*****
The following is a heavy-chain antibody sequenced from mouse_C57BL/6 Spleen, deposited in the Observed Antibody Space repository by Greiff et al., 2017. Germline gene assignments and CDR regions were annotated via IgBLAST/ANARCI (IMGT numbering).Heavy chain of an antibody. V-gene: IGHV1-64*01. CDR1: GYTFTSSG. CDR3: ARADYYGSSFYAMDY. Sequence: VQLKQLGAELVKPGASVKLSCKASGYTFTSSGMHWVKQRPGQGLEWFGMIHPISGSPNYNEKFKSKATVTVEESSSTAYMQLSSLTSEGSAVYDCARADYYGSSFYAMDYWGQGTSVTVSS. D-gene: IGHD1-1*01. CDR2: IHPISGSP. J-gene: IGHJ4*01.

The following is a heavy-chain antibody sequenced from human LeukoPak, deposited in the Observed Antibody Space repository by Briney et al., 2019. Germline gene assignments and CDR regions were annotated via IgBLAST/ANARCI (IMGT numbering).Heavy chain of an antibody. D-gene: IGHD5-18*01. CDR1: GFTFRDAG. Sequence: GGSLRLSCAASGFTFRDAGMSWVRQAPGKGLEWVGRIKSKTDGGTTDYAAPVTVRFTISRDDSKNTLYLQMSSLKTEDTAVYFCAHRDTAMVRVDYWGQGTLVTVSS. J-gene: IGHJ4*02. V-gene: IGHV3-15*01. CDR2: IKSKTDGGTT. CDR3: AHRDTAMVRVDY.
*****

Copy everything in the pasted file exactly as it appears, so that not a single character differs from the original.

The following is a heavy-chain antibody sequenced from mouse_C57BL/6 Spleen, deposited in the Observed Antibody Space repository by Greiff et al., 2017. Germline gene assignments and CDR regions were annotated via IgBLAST/ANARCI (IMGT numbering).Heavy chain of an antibody. V-gene: IGHV1-64*01. CDR1: GYTFTSSG. CDR3: ARADYYGSSFYAMDY. Sequence: VQLKQLGAELVKPGASVKLSCKASGYTFTSSGMHWVKQRPGQGLEWFGMIHPISGSPNYNEKFKSKATVTVEESSSTAYMQLSSLTSEGSAVYDCARADYYGSSFYAMDYWGQGTSVTVSS. D-gene: IGHD1-1*01. CDR2: IHPISGSP. J-gene: IGHJ4*01.

The following is a heavy-chain antibody sequenced from human LeukoPak, deposited in the Observed Antibody Space repository by Briney et al., 2019. Germline gene assignments and CDR regions were annotated via IgBLAST/ANARCI (IMGT numbering).Heavy chain of an antibody. D-gene: IGHD5-18*01. CDR1: GFTFRDAG. Sequence: GGSLRLSCAASGFTFRDAGMSWVRQAPGKGLEWVGRIKSKTDGGTTDYAAPVTVRFTISRDDSKNTLYLQMSSLKTEDTAVYFCAHRDTAMVRVDYWGQGTLVTVSS. J-gene: IGHJ4*02. V-gene: IGHV3-15*01. CDR2: IKSKTDGGTT. CDR3: AHRDTAMVRVDY.